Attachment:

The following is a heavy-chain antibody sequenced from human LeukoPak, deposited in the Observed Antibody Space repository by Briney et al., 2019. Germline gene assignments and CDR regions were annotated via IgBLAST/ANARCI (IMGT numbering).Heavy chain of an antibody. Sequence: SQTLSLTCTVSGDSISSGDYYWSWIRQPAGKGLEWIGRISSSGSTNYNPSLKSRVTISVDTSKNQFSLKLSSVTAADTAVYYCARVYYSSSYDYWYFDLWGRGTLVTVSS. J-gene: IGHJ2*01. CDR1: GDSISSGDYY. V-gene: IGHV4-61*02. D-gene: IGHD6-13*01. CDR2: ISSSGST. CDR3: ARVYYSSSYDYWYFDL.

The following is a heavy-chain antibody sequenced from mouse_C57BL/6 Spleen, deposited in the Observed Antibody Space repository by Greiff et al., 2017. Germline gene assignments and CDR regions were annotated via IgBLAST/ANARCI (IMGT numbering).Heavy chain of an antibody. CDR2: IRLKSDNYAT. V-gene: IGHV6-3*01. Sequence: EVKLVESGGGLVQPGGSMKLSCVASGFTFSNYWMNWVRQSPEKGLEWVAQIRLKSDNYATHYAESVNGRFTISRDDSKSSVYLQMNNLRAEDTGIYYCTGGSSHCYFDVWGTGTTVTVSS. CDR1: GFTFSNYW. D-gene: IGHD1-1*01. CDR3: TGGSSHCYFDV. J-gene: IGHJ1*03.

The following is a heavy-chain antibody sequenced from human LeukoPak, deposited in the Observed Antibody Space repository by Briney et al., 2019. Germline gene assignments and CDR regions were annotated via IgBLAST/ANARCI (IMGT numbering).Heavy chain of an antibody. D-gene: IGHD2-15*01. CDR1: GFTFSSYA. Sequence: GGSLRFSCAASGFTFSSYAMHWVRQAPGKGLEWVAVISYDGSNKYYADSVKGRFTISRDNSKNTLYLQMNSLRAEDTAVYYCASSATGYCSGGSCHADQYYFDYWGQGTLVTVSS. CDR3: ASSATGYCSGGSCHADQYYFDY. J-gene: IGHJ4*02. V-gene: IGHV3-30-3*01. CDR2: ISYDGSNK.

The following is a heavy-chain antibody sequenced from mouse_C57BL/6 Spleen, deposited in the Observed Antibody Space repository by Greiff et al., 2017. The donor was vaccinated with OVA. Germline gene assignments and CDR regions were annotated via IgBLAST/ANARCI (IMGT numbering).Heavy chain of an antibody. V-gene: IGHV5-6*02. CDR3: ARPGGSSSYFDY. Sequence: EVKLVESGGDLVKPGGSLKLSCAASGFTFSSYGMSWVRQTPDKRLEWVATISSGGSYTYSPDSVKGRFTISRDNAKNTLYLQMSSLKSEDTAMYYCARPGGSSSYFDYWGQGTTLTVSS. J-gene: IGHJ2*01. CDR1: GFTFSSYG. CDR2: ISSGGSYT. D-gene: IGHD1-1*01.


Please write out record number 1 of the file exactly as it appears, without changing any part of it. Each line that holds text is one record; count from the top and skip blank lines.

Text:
The following is a heavy-chain antibody sequenced from human LeukoPak, deposited in the Observed Antibody Space repository by Briney et al., 2019. Germline gene assignments and CDR regions were annotated via IgBLAST/ANARCI (IMGT numbering).Heavy chain of an antibody. Sequence: SQTLSLTCTVSGDSISSGDYYWSWIRQPAGKGLEWIGRISSSGSTNYNPSLKSRVTISVDTSKNQFSLKLSSVTAADTAVYYCARVYYSSSYDYWYFDLWGRGTLVTVSS. J-gene: IGHJ2*01. CDR1: GDSISSGDYY. V-gene: IGHV4-61*02. D-gene: IGHD6-13*01. CDR2: ISSSGST. CDR3: ARVYYSSSYDYWYFDL.